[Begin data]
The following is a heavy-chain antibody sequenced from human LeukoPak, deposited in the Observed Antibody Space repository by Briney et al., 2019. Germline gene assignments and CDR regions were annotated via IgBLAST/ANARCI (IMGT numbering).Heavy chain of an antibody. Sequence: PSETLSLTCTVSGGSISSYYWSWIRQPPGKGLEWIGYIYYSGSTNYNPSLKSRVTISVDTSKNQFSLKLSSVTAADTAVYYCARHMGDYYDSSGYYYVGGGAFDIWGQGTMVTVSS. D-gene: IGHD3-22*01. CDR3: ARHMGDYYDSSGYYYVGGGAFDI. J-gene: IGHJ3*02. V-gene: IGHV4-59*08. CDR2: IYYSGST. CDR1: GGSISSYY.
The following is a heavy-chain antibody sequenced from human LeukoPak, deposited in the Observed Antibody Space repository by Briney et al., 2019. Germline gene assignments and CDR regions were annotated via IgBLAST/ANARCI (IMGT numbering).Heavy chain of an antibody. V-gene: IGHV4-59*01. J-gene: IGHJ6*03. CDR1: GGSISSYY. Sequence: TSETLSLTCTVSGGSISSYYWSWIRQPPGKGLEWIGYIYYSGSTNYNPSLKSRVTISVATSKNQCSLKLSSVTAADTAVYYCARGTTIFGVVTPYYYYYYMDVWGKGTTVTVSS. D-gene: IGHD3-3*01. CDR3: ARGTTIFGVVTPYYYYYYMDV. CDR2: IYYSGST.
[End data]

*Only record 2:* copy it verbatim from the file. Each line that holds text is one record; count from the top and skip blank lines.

The following is a heavy-chain antibody sequenced from human LeukoPak, deposited in the Observed Antibody Space repository by Briney et al., 2019. Germline gene assignments and CDR regions were annotated via IgBLAST/ANARCI (IMGT numbering).Heavy chain of an antibody. V-gene: IGHV4-59*01. J-gene: IGHJ6*03. CDR1: GGSISSYY. Sequence: TSETLSLTCTVSGGSISSYYWSWIRQPPGKGLEWIGYIYYSGSTNYNPSLKSRVTISVATSKNQCSLKLSSVTAADTAVYYCARGTTIFGVVTPYYYYYYMDVWGKGTTVTVSS. D-gene: IGHD3-3*01. CDR3: ARGTTIFGVVTPYYYYYYMDV. CDR2: IYYSGST.